Looking Back, Forging Ahead
Sometimes, moving forward requires a look back. Forging ahead may necessitate a review of the past and some analysis. As I’ve pointed out on numerous occasions before in this space, technology in dentistry—as in the world around us—continues to evolve, and in the process so does the profession.
In this issue of Compendium, we provide a retrospective analysis of implant technology. Computed tomography (CT)–guided technology, while still used far less often than conventional means for dental implant placement, has made significant inroads, and studies have confirmed its precision and accuracy. In our Research section this month, we offer a 7-year retrospective study in which the authors present cumulative survival rates (CSRs) of 796 implants placed “fully guided” in 177 patients using CT-guided surgery. The study, which examined various implant systems, types, and dimensions, concluded that fully guided implant CSR was comparable to “freehand” placement. As clinicians become increasingly amenable to high-tech modalities, and with favorable survival rates, CT-guided implant surgery could see more widespread use.
On the topic of implants, an emerging technique involves the insertion of small titanium bars within inderdental osseous peaks in an effort to prevent bone resorption and maintain papilla height so as to avoid unesthetic “black triangles.” A case report illustrates this technique and shows how a positive gingival architecture was created and maintained even following multiple tooth extractions in the esthetic zone.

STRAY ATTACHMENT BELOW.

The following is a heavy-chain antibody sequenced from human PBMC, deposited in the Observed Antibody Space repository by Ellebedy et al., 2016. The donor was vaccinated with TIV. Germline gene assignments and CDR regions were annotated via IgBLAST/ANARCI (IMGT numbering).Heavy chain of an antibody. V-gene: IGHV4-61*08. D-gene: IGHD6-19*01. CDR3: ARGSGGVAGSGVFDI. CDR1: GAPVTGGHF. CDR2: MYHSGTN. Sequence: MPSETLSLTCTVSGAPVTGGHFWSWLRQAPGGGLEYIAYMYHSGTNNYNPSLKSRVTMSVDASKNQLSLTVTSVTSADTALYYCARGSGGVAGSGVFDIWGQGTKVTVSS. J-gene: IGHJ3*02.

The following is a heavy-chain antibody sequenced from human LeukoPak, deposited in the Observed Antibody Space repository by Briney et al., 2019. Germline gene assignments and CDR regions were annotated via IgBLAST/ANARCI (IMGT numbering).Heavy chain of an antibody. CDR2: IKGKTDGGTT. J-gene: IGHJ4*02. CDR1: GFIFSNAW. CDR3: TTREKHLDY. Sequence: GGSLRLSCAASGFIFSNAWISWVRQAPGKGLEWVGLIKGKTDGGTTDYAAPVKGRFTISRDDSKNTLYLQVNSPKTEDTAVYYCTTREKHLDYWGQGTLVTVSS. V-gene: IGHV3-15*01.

In our first CE this month, the focus is on helping practitioners help their patients protect their periodontal health with interventions based on understanding the bacterial etiology and inflammatory progression of periodontal disease. Among available therapies aimed at breaking the microbiologic and inflammatory cascade that often progresses to disease, oral rinses, the author writes, are minimally invasive and can be a patient-friendly method of proactive intervention. Our other CE reviews mineral trioxide aggregate (MTA), a multi-application material used in endodontics.
At Compendium, we’re forging ahead with a redesigned website. After pausing and reviewing visitor feedback and conducting our own research, the makeover is aimed at easier navigation and better access to the current print edition. Be sure to visit www.compendiumlive.com.
Louis F. Rose, DDS, MD